Adverse reports are investigated by the FDA’s Office of Criminal Investigations (OCI), the law enforcement branch of the FDA. They investigate various issues ranging from fraud to FD&C Act violations. The FDA has recently become more aggressive in investigating FD&C Act violations. However, they will not initiate an investigation unless there has been a complaint or a report of non-compliance.

Complaints of FD&C Act violations can come from a variety of places, including the following:

  • Patients

  • Healthcare professionals

  • Clinics

  • Compounding pharmacies

  • Manufacturers

Once the FDA receives a report, a consumer safety officer will be assigned to research and investigate the incident.

Note: Reporting (including self-reporting) of adverse events is not required under Section 503A.

When conducting investigations and disciplinary reviews, the FDA may collaborate with:

Consequences of an adverse compliance action could span from seizures and injunctions to civil or criminal prosecution. Your professional license could also be at risk.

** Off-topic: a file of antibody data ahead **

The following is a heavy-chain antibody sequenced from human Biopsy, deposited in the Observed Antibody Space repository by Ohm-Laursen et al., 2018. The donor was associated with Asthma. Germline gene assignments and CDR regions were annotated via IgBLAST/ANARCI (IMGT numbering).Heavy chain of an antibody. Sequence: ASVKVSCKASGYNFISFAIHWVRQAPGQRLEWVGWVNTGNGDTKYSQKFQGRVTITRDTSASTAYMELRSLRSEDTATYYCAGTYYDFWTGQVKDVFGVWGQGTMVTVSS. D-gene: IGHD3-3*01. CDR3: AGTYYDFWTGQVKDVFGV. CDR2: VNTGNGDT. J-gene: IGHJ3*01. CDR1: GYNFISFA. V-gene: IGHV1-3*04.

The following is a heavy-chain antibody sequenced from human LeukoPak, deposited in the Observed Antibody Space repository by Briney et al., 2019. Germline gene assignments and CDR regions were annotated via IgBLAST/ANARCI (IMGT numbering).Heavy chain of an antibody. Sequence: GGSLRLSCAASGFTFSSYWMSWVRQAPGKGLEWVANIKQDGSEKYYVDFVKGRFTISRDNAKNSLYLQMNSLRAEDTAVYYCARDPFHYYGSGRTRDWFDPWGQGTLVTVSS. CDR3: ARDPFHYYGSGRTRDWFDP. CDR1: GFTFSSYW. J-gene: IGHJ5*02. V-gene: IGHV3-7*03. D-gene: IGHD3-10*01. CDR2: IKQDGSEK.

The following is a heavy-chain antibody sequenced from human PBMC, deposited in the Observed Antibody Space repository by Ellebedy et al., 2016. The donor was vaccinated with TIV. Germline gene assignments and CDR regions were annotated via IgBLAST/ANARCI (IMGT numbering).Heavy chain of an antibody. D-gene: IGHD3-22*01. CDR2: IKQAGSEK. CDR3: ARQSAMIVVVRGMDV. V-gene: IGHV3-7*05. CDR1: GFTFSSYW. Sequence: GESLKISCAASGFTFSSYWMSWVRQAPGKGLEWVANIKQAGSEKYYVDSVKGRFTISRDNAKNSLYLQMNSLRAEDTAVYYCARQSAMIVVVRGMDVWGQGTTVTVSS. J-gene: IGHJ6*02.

Examples of Unsanitary Conditions for Compounding IV Therapies

Cases of drug compounding in unsanitary conditions are well documented, and the FDA has shared the conditions they’ve uncovered in their investigations of these cases.

Here are a few of the unsanitary conditions observed during FDA inspections into adverse events:

  • Contamination in compounding areas including peeling paint, stained work surfaces, visibly dirty equipment, and air vents with dust and grime

  • Difficult to clean equipment and surfaces such as carpeting in the IV storage and mixing room

  • Standing water in a refrigerated storage area used to store sterile vials

  • Use of expired active pharmaceutical ingredients to prepare drug products intended to be sterile

  • Personnel in street clothes with ungloved hands filling drug products intended to be sterile into syringes outside of an ISO-5 classified area

  • Hazardous drugs were handled without providing adequate containment, segregation, or cleaning of work surfaces and utensils to prevent cross-contamination

Unsanitary conditions observed in compounding facilities can lead to patient illness, infection, septic shock, and even death. Patient safety should always be at the center of your compliance practices.